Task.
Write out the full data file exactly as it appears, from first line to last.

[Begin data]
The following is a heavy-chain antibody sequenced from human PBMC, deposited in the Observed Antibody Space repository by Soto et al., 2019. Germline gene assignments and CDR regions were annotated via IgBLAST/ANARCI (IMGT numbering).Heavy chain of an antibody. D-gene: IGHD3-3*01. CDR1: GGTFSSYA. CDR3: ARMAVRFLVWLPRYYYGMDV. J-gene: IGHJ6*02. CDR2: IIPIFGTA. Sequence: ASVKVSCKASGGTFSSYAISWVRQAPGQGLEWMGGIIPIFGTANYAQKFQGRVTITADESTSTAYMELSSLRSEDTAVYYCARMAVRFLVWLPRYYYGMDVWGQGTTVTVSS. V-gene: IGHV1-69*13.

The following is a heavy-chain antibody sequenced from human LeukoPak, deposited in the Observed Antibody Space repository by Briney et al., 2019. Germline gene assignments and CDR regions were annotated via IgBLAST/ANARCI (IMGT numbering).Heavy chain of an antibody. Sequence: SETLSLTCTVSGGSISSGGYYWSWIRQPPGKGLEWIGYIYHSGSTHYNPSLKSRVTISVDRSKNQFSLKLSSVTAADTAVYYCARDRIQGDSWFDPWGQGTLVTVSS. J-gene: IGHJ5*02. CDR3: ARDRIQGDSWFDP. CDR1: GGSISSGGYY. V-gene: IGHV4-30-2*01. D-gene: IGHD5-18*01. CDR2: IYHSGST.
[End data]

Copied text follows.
The following is a heavy-chain antibody sequenced from human PBMC, deposited in the Observed Antibody Space repository by Soto et al., 2019. Germline gene assignments and CDR regions were annotated via IgBLAST/ANARCI (IMGT numbering).Heavy chain of an antibody. D-gene: IGHD3-3*01. CDR1: GGTFSSYA. CDR3: ARMAVRFLVWLPRYYYGMDV. J-gene: IGHJ6*02. CDR2: IIPIFGTA. Sequence: ASVKVSCKASGGTFSSYAISWVRQAPGQGLEWMGGIIPIFGTANYAQKFQGRVTITADESTSTAYMELSSLRSEDTAVYYCARMAVRFLVWLPRYYYGMDVWGQGTTVTVSS. V-gene: IGHV1-69*13.

The following is a heavy-chain antibody sequenced from human LeukoPak, deposited in the Observed Antibody Space repository by Briney et al., 2019. Germline gene assignments and CDR regions were annotated via IgBLAST/ANARCI (IMGT numbering).Heavy chain of an antibody. Sequence: SETLSLTCTVSGGSISSGGYYWSWIRQPPGKGLEWIGYIYHSGSTHYNPSLKSRVTISVDRSKNQFSLKLSSVTAADTAVYYCARDRIQGDSWFDPWGQGTLVTVSS. J-gene: IGHJ5*02. CDR3: ARDRIQGDSWFDP. CDR1: GGSISSGGYY. V-gene: IGHV4-30-2*01. D-gene: IGHD5-18*01. CDR2: IYHSGST.